Brandon J. Murrill, Edward C. Liu & Richard M. Thompson II, Smart Meter Data: Privacy and Cybersecurity (CRS Report R42338) (Feb. 3, 2012) (full-text).
This report examines federal privacy and cybersecurity laws that may apply to consumer data collected by residential smart meters. It begins with an examination of the constitutional provisions in the Fourth Amendment that may apply to the data. As it progress into the 21st century, access to personal data, including information generated from smart meters, is a new frontier for police investigations.
The Fourth Amendment generally requires police to have probable cause to search an area in which a person has a reasonable expectation of privacy. However, courts have used the third-party doctrine to deny protection to information a customer gives to a business as part of their commercial relationship. This rule is used by police to access bank records, telephone records, and traditional utility records. Nevertheless, there are several core differences between smart meters and the general third-party cases that may cause concerns about its application. These include concerns expressed by the courts and Congress about the ability of technology to potentially erode individuals’ privacy.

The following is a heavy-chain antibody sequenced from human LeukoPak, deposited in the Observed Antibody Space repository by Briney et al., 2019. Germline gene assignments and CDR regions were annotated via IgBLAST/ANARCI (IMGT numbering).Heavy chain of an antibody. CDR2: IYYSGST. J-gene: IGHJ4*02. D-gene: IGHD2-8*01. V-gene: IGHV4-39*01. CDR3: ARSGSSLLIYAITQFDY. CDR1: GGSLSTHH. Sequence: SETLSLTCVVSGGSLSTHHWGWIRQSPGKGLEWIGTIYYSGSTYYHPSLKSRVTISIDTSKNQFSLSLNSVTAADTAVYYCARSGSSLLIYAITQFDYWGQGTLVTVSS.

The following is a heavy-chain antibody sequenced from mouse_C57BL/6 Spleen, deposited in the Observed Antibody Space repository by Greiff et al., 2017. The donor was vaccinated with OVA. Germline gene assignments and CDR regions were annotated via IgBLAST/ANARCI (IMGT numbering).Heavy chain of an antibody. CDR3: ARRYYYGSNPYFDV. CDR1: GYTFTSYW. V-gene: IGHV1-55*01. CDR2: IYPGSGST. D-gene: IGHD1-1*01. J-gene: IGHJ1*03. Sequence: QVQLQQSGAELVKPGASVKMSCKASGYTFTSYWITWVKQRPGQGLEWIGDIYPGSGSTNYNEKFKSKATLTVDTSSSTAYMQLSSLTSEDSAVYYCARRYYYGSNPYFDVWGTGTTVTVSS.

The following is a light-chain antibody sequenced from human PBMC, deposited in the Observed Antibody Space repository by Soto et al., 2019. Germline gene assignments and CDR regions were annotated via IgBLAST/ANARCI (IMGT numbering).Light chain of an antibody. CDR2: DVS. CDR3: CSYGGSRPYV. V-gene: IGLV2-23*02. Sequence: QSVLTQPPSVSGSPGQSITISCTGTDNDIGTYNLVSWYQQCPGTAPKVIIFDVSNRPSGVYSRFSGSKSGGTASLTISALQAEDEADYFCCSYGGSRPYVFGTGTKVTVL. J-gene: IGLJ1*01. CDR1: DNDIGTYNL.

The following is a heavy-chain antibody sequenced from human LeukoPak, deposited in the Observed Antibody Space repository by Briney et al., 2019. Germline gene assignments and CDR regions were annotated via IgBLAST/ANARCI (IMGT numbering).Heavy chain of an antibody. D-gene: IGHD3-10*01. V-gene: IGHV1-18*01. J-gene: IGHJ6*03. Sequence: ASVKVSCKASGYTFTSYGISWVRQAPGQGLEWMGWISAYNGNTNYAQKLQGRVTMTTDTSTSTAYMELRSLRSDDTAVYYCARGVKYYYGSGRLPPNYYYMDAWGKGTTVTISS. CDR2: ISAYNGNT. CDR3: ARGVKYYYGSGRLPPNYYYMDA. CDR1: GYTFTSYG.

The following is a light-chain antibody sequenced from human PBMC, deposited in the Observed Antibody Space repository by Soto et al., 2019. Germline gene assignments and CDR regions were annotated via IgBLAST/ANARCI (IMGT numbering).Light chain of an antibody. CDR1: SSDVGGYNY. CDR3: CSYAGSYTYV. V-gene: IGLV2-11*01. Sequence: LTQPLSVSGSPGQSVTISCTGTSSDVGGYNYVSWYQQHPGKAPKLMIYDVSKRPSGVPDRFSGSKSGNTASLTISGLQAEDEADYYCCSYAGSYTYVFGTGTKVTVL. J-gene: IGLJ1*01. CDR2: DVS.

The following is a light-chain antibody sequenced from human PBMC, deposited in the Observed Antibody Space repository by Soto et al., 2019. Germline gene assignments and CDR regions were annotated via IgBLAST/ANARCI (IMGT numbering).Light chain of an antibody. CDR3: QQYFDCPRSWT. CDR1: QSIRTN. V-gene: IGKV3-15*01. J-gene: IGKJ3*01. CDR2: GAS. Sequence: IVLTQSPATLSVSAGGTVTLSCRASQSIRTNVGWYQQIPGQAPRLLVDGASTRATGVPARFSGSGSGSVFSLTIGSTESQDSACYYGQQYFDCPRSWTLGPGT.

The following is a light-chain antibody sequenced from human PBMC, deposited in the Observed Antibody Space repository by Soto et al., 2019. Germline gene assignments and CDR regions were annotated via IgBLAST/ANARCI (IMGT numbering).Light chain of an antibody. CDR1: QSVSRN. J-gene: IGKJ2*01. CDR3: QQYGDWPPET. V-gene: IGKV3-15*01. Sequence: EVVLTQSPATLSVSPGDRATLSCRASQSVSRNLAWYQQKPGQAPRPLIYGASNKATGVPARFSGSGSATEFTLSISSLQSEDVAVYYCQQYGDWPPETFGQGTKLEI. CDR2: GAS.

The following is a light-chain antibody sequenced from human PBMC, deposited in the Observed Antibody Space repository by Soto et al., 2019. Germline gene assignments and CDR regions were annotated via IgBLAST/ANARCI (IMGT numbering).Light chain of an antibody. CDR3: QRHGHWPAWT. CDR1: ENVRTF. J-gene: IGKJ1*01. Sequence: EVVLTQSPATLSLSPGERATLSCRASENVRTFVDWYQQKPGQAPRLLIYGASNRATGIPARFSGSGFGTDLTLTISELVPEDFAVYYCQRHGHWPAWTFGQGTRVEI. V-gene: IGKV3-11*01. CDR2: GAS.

If smart meter data and transmissions fall outside of the protection of the Fourth Amendment, they may still be protected from unauthorized disclosure or access under the Stored Communications Act (SCA), the Computer Fraud and Abuse Act (CFAA), and the Electronic Communications Privacy Act (ECPA). These statutes, however, would appear to permit law enforcement to access smart meter data for investigative purposes under procedures provided in the SCA, ECPA, and the Foreign Intelligence Surveillance Act (FISA), subject to certain conditions.
Additionally, an electric utility's privacy and security practices with regard to consumer data may be subject to Section 5 of the Federal Trade Commission Act (FTC Act). The Federal Trade Commission (FTC) has recently focused its consumer protection enforcement on entities that violate their privacy policies or fail to protect data from unauthorized access. This authority could apply to electric utilities in possession of smart meter data, provided that the FTC has statutory jurisdiction over them. General federal privacy safeguards provided under the Federal Privacy Act of 1974 protect smart meter data maintained by federal agencies, including data held by federally-owned electric utilities.